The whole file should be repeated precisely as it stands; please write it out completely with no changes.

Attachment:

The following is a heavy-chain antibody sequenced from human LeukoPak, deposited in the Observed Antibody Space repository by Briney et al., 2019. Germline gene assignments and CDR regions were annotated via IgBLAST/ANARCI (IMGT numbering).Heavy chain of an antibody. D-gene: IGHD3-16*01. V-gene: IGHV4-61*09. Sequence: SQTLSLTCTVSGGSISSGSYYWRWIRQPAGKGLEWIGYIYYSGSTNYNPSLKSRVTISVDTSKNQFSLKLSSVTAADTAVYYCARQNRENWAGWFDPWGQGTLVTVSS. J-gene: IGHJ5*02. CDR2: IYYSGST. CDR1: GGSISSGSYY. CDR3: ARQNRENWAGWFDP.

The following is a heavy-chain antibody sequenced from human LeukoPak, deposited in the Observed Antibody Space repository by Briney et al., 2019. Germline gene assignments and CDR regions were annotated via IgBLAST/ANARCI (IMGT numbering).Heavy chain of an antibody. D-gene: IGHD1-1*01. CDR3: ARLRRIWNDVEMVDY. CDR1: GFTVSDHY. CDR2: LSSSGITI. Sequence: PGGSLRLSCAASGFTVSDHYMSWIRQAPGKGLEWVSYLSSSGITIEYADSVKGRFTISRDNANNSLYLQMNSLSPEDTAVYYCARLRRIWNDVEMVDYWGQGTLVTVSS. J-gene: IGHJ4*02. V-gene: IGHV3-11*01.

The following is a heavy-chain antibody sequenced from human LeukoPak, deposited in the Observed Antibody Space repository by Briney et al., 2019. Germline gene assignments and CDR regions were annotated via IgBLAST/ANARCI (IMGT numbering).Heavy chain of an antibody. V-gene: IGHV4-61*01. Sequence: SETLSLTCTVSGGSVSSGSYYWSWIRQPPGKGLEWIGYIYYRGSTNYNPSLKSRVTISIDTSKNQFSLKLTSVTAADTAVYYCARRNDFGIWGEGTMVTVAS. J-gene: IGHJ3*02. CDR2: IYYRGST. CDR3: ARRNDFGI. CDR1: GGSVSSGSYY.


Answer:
The following is a heavy-chain antibody sequenced from human LeukoPak, deposited in the Observed Antibody Space repository by Briney et al., 2019. Germline gene assignments and CDR regions were annotated via IgBLAST/ANARCI (IMGT numbering).Heavy chain of an antibody. D-gene: IGHD3-16*01. V-gene: IGHV4-61*09. Sequence: SQTLSLTCTVSGGSISSGSYYWRWIRQPAGKGLEWIGYIYYSGSTNYNPSLKSRVTISVDTSKNQFSLKLSSVTAADTAVYYCARQNRENWAGWFDPWGQGTLVTVSS. J-gene: IGHJ5*02. CDR2: IYYSGST. CDR1: GGSISSGSYY. CDR3: ARQNRENWAGWFDP.

The following is a heavy-chain antibody sequenced from human LeukoPak, deposited in the Observed Antibody Space repository by Briney et al., 2019. Germline gene assignments and CDR regions were annotated via IgBLAST/ANARCI (IMGT numbering).Heavy chain of an antibody. D-gene: IGHD1-1*01. CDR3: ARLRRIWNDVEMVDY. CDR1: GFTVSDHY. CDR2: LSSSGITI. Sequence: PGGSLRLSCAASGFTVSDHYMSWIRQAPGKGLEWVSYLSSSGITIEYADSVKGRFTISRDNANNSLYLQMNSLSPEDTAVYYCARLRRIWNDVEMVDYWGQGTLVTVSS. J-gene: IGHJ4*02. V-gene: IGHV3-11*01.

The following is a heavy-chain antibody sequenced from human LeukoPak, deposited in the Observed Antibody Space repository by Briney et al., 2019. Germline gene assignments and CDR regions were annotated via IgBLAST/ANARCI (IMGT numbering).Heavy chain of an antibody. V-gene: IGHV4-61*01. Sequence: SETLSLTCTVSGGSVSSGSYYWSWIRQPPGKGLEWIGYIYYRGSTNYNPSLKSRVTISIDTSKNQFSLKLTSVTAADTAVYYCARRNDFGIWGEGTMVTVAS. J-gene: IGHJ3*02. CDR2: IYYRGST. CDR3: ARRNDFGI. CDR1: GGSVSSGSYY.